Proto-Mongolic is the hypothetical ancestor language of the modern Mongolic languages. It is very close to the Middle Mongol language, the language spoken at the time of Genghis Khan and the Mongol Empire. Most features of modern Mongolic languages can thus be reconstructed from Middle Mongol. An exception would be the voice suffix like -caga- 'do together', which can be reconstructed from the modern languages but is not attested in Middle Mongol.
The languages of Donghu, Wuhuan and Xianbei might be related to Proto-Mongolic, as might be Tabghach (the language of the founders of the Northern Wei dynasty) and Khitan. Because the surviving evidence for Tabghach is very sparse, one can hypothesize, but not definitively state, that a generic relationship could be possible. In the case of Khitan, there is rich evidence, but most of it is written in the two Khitan scripts that have as yet not been fully deciphered. However, from the available evidence it has to be concluded that a generic relationship to Mongolic is likely.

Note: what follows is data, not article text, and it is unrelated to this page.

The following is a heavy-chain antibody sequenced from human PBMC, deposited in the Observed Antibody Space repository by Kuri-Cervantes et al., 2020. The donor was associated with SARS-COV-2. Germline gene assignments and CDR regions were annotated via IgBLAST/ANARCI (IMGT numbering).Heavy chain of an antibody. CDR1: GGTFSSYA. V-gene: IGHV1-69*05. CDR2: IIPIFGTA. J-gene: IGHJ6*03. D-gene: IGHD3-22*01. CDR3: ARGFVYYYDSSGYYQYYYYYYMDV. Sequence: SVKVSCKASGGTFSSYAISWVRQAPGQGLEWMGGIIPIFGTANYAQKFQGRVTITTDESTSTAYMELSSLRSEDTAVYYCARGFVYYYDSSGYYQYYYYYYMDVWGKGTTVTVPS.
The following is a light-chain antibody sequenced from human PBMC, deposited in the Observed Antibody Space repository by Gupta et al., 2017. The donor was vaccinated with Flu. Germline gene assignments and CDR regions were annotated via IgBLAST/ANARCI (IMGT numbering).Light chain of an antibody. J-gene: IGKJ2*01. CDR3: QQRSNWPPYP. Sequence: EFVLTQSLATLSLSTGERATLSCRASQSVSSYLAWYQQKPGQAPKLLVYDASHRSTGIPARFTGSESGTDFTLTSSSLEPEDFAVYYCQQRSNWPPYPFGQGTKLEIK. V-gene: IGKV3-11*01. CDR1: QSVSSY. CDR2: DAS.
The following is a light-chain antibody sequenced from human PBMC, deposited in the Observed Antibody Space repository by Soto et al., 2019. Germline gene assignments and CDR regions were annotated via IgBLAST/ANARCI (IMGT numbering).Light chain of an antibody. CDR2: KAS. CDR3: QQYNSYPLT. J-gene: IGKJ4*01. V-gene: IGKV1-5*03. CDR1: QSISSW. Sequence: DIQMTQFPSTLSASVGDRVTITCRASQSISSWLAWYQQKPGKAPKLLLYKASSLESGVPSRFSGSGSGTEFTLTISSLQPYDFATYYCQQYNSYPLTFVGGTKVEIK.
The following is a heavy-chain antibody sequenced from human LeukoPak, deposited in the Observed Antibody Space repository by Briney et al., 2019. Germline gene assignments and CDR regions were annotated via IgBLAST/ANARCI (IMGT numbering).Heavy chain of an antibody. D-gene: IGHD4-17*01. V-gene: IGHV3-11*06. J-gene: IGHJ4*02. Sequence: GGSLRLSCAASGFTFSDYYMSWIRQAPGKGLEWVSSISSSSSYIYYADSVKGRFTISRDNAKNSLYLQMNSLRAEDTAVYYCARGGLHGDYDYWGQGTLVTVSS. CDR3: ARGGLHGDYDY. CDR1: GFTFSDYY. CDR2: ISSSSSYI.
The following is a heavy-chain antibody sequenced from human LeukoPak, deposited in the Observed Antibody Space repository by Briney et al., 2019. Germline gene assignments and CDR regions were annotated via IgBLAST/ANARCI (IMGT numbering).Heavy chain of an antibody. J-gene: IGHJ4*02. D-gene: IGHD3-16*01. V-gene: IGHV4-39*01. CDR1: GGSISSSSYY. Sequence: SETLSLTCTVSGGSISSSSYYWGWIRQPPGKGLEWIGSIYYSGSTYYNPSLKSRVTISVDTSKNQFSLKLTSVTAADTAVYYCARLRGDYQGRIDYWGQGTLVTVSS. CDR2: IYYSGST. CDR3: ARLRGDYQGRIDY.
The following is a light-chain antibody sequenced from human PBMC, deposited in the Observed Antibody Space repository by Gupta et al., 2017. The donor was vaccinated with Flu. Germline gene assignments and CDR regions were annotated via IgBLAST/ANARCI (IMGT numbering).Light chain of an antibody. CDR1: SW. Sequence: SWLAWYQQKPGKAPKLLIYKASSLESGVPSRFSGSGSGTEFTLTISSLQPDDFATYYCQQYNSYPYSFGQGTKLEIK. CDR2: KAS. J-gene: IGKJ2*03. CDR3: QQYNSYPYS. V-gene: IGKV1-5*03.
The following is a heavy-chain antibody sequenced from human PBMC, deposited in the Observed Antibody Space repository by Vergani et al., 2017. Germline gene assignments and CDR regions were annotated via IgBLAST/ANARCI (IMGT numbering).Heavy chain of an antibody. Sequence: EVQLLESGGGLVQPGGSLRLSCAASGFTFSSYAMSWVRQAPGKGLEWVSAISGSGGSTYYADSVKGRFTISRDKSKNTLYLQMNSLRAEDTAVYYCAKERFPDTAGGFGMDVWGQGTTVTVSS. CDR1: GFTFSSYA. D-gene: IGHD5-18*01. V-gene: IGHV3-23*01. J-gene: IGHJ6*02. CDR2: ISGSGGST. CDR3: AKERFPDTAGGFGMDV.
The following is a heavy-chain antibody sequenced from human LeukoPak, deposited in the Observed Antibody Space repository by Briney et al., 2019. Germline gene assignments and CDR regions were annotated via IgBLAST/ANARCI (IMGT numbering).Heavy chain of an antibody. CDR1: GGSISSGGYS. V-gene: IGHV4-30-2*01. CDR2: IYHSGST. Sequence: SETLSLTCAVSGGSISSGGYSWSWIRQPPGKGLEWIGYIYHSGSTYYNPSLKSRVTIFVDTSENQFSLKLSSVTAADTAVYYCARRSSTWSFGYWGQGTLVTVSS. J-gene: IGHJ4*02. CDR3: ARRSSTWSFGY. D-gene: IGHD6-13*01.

- Andrews, Peter A. (1999). Felt tents and pavilions: the nomadic tradition and its interaction with princely tentage, Volume 1. Melisende. ISBN 1-901764-03-6.
- Janhunen, Juha, ed. (2003). The Mongolic languages. Routledge Language Family Series. London: Routledge. ISBN 0-7007-1133-3.
- Janhunen, Juha (2003a). "Proto-Mongolic". In Janhunen, J. pp. 1–29.
- Janhunen, Juha (2003b). "Para-Mongolic". In Janhunen, J. pp. 391–402.
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